Wedding planning can be a minefield; there’s so many traditions to consider, lots of family members to please and certain etiquette around the events of the day. With Pride Month being celebrated this June, and more LGBTQ+ couples planning their big day than ever before, we reveal eight things to consider when planning your same sex wedding.
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What happens when there’s no rulebook? Same sex weddings are fairly new in the UK, having only become legal in 2014, so for LGBTQ+ couples planning their big day, it’s all about doing what feels right. Discover our top tips below.
8 Things to Consider When Planning a Same Sex Wedding
A wedding is all about celebrating your special love for one another so if anything that is deemed a ‘wedding tradition’ that doesn’t make sense to you or feels outdated then you can simply ignore it.
The only part of a wedding you have to do is the official wording of the vows if you want to make it legal, everything else after that is up for personalisation.
Everything from the first dance and cutting of the cake to the bouquet toss can be changed to suit your personality and budget, so be creative and have some fun with it. You never know you might just create a new LGBTQ+ wedding tradition that other couples enjoy for years to come.
Combine Your Pre-wedding Celebrations
If you have a lot of friends and family in common and mix in similar social circles, you might want to combine your ‘stag’ or ‘hen’ dos to avoid inviting the same people to two events. Combining parties can be a lot more fun too. You’re getting married to your other half so they’re probably the person you most love to party with anyway!
Get Around Traditional Gendered Wedding Roles
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The well-known, traditional wedding party goes – bride, groom, best man, maid of honour, ushers and bridesmaids. These are really gender-specific roles and they don’t really represent a lot of marriages in 2022.
A lot of same-sex weddings have a mixture of male and female attendants instead. Without the classic labels though you’ll need to make sure everyone in your party knows what is expected of them.
If you’ve not called anyone your ‘best man’ or ‘maid of honour’ then you’ll have to make sure someone is arranging your hen or stag do, likewise when it comes to speeches.
Walking Down the Aisle
If you can’t decide who will walk down the aisle and who will wait at the top, or simply don’t like the idea of sticking to this tradition, then don’t.
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There are plenty of other options including walking down the aisle together, walking down the aisle one at a time with a parent or friend to “give you away” (give you support) or neither of you walking down the aisle and just being there in the ceremony room to greet everyone on your guest list.
Embrace the Rainbow
If white isn’t your colour or seems a little bit conservative to you then have fun with colours instead. Go as bright and bold as you fancy with your outfits and wear what you feel comfortable with.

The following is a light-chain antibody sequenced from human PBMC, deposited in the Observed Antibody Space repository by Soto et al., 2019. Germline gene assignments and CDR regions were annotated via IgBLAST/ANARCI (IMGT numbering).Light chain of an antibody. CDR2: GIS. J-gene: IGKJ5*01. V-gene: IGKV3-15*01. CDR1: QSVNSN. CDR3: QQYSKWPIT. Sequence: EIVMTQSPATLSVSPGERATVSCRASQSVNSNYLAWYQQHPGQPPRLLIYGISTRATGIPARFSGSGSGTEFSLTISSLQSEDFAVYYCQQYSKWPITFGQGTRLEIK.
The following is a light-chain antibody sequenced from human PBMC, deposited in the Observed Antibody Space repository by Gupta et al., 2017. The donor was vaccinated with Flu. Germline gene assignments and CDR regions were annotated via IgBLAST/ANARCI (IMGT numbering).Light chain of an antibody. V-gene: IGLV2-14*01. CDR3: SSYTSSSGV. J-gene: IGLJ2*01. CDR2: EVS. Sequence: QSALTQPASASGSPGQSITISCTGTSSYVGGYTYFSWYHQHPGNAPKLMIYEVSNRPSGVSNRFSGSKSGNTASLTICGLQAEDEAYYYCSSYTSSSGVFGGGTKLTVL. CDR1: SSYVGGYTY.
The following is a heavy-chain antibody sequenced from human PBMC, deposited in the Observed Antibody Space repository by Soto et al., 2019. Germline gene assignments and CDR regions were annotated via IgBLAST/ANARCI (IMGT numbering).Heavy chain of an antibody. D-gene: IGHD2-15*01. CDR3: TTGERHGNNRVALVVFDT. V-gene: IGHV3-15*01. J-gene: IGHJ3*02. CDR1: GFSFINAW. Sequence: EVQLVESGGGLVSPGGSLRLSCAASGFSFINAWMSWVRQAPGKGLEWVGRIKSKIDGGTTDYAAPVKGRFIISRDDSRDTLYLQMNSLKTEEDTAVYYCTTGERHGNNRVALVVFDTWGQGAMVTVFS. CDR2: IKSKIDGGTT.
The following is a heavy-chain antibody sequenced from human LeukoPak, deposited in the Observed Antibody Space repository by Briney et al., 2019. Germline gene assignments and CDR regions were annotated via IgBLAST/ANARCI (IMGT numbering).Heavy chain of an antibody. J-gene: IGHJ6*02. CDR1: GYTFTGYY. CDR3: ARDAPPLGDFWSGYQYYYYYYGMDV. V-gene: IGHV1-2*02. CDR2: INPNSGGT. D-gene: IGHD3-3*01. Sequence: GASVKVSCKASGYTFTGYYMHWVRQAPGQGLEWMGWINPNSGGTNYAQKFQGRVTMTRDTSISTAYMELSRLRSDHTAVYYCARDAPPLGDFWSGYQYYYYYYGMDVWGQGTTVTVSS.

The same goes for your wedding decor – at same-sex weddings it can be fun to go with a rainbow theme as a symbol of LGBTQ+ pride too.
Perhaps you could take inspiration from garden designer Manoj Malde and Clive Gillmor, who were the first to ever exchange nuptials at the Chelsea Flower Show on the 22nd of May. The couple wed in a traditional Hindu wedding ceremony, and exchanged vows in the RHS and Eastern Eye Garden of Unity, which Malde designed himself. The garden was adorned with spiritually significant plants such as Japanese cherry, cardoon and oregano, which complimented the vibrant decorations and brightly dressed guests.
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“Isn’t it a glorious idea?” says James Alexander-Sinclair, an RHS judge who introduced the ceremony. “Somebody who actually designs this garden about bringing people together, and then gets married [in] it. It’s just a really nice way to connect the whole thing together.”
Manoj and Clive beautifully harnessed personal inspiration for their ceremony, with small but significant touches serving as an ode to their beliefs.
Changing Your Name
In typical wedding traditions, the bride takes the groom’s surname, and although many modern heterosexual couples are choosing to go against this ‘rule’ in today’s world, the question of who takes whose name after the big day is one to consider when planning your nuptials.
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You could either mesh the two names together to create a completely new name that’s special and unique to you, double-barrel your names or just keep your own names to mark your individuality.
The traditional speech line-up goes: father of the bride, groom and best man. But more and more couples are mixing this up in the 21st century – you can have as many or as few speeches by different members of the wedding party as you like.
Regardless of who talks, remember to ask your wedding party to keep them short and entertaining so they don’t go on for too long and you don’t bore your guests.
What about a joint couple speech at your same sex wedding if you’re both feeling brave enough to do some public speaking?
Do What Makes you Happy
The general rule when planning any wedding is to put yourself and your partner first – try to block out the noise coming from family members or friends and instead focus on what you want and what you enjoy.
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Want a pizza van instead of a three-course wedding breakfast? Do it! Want to set off fireworks as you share your first kiss as a married couple? Do it!